Dyer describes this long cairn as being 'badly damaged'......... but don't let that put you off for I believe this to be an essential visit. Despite the obvious robbing of the chamber areas, this remains a very substantial monument, the environs full of atmosphere, the state of preservation no doubt assisted by the relative isolation of the site - but yes, I agree that the dry stone structure within the eastern end of the cairn is modern. More's the pity, but you can't have everything, can you?
I approached from the cattle grid on the minor road to the east(ish) at approx SH69350680, a great road, as it happens, with a stunning panorama of the Howgills as you put on your boots. For put on your boots you must if you want to avoid soggy feet. From here a prominent fence line follows the course of Rayseat Sike (stream) towards the monument. There's a path of sorts to the left of the fence, but I'd recommend sticking to the right to avoid having to climb the barbed-wire later on. Although very boggy, with heather underfoot to twist those ankles if you don't concentrate, persevere because in about half a mile or so (I think) the long cairn is unmissable above to your right.
As mentioned, the vibe here is incredible, the landscape wild and uncompromising, a harrier (or similar bird of prey) hovering just above my head before obviously deciding a Gladman wasn't worth the effort. Probably too stringy or something. The Howgills skyline is the finishing touch.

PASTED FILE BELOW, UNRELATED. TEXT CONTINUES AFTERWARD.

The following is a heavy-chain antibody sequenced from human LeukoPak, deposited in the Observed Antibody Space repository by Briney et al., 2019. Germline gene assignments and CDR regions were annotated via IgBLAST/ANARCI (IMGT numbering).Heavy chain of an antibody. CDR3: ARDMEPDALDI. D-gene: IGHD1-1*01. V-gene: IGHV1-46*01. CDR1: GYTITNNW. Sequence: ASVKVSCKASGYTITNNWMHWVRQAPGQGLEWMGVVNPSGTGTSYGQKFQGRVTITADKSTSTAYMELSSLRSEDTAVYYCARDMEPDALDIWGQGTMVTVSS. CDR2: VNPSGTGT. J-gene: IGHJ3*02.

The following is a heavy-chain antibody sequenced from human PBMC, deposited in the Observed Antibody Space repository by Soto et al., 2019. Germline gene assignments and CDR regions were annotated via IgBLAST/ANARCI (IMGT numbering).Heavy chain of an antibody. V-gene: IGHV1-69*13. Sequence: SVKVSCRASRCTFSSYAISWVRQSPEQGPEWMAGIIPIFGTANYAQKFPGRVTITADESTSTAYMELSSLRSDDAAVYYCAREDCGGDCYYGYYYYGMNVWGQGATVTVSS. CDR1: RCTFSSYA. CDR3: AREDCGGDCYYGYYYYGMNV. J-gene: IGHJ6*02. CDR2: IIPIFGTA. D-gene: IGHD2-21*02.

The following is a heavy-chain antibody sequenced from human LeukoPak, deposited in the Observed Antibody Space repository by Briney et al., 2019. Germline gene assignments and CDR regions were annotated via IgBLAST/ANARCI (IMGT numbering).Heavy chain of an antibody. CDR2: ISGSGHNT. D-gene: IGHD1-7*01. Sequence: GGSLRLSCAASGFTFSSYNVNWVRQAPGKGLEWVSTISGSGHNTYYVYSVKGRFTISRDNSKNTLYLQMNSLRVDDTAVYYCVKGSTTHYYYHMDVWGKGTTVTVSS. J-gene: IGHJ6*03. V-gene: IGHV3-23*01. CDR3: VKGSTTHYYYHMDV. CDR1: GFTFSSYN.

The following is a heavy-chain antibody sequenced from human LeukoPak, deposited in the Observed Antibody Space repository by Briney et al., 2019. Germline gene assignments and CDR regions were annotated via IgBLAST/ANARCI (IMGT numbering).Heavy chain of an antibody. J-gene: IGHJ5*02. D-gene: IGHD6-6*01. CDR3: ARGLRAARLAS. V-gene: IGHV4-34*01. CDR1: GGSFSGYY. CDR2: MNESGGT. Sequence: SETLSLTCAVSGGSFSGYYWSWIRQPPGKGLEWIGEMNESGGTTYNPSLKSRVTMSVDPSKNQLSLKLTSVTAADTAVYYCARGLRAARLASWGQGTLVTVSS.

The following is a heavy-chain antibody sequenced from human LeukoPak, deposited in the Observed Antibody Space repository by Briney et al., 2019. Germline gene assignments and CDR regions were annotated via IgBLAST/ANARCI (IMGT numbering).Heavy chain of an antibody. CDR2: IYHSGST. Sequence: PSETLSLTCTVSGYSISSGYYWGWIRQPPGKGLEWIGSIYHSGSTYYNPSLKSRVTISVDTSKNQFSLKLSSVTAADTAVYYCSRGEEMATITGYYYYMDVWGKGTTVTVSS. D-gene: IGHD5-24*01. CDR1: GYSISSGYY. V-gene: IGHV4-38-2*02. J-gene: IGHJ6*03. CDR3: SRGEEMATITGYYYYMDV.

Sad to report, however, the decomposing head of a ram caught in the aforementioned fence. Sure this wasn't some sort of offering, judging by the entanglement of the horns. I once had to free such a creature from a similar fate at Kilmartin with the hacksaw from my car tool-kit... but not today. Such is life... and death at Rayseat.
Took my dry stone waller friend up here the other day and he pronounced the 'intact chamber' to be a modern grouse butt. Seeing there is a whole sweep of grouse butts on the slopes around the cairn and the stones of the 'chamber' look relatively recently placed I was convinced. Likewise the surrounding wall - all recent. But dont let that detract from the site - it's awesome !
I only went to this site as a last minute detour on my way to the Castle Folds settlement after visiting Sunbiggin Tarn its a long barrow marked on the O.S. maps but no references to it on the SMR so i was expecting to be underwhelmed.
After getting stuck in the middle of a thunderstorm i found the barrow and remember thinking how huge it was as i approached it (its actually 150 metres long!) i climbed up the top of the barrow and was very suprised to find three chambers one being quite well intact.
Its obviously been cut into quite a bit but still retains its basic shape, the barrow starts with a bank then a small 'courtyard' where you walk into the main chamber behind that is another deep cut and a possible chamber and further on towards the back where the cairn tapers off. It was that good i actually ended up spending the entire day here.
At Rasate, near Sunbiggen tarn, are two tumuli, in opening which it was discovered, that they contained many human skeletons lying circularly with their heads all towards the top of the hill, and their hands placed upon their breasts.
I'm not quite sure how this would work unless the tumuli were at the tip top of the hill (were there some higher than this cairn?). But it sounds suitably weird at least.
*p 180 in The Beauties of England and Wales by John Britton, v14 (1813)